We kept bumping up against contrast, irony, and sheer mystery – not the least of which was the death of our Sister Carla. People wanted to tell us about Carla and what she had meant to them in the midst of the violence that surrounds them. All the people we talked to – refugees and bishops, seminarians and cooks – all spoke to us of the special gift they had found in knowing Carla, for however short a time. She brought some meaning into their lives as she lived the mystery of being alive in that country at this time.

When Carla and Sister Ita Ford decided to go to El Salvador, it was a decision to take another step on their pilgrim’s journey. Both heard a call coming clearly and distinctly from the Lord to go to a country suffering the agony of poverty and uncontrolled violence. Neither had any idea of what lay ahead, nor even of what they could do there; but they came to accompany a people in their suffering. “Accompaniment,” “being with,” were words Archbishop Romero used often. He coined the phrase in Spanish, “El Pastoral de acompanamiento” – meaning in English, the pastoral task of being a companion on the way. The story of their five short months in El Salvador is a story of accompanying, of frustrations, of searching, of prayers and fasting, of study and reflection, of friendships formed, of back-breaking work and finally of death.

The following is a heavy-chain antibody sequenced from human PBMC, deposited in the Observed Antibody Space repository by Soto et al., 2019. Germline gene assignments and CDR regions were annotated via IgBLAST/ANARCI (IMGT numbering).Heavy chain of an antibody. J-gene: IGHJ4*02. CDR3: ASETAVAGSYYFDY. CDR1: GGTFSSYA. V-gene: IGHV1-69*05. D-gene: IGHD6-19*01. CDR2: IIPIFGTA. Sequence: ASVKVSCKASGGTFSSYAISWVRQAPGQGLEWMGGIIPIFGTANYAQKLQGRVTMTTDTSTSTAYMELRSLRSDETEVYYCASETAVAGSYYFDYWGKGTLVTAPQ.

Carla arrived in El Salvador the very day Archbishop Romero was assassinated, and Ita, the day he was buried. They had come to serve under his direction and they felt his loss keenly. The Church in El Salvador passed into a period of transition and confusion. Ita and Carla also passed through several months of trial and search. During this time they studied all of Romero’s homilies and steeped themselves in his thoughts. As they searched for a place to live and work, the war increased and communities disintegrated as their leaders were killed or the people fled. Refugees grew in number as hundreds and then thousands were displaced by the Army or fled from threats of death. These people needed food and shelter. The Vicariate of Chalatenango then asked the Sisters to work on an Emergency Relief Team for Refugees; and so they began a new work in Chalatenango just a few short weeks ago. It was in this service that Carla and Ita set out, August 23rd in the evening, to take home a recently-released prisoner.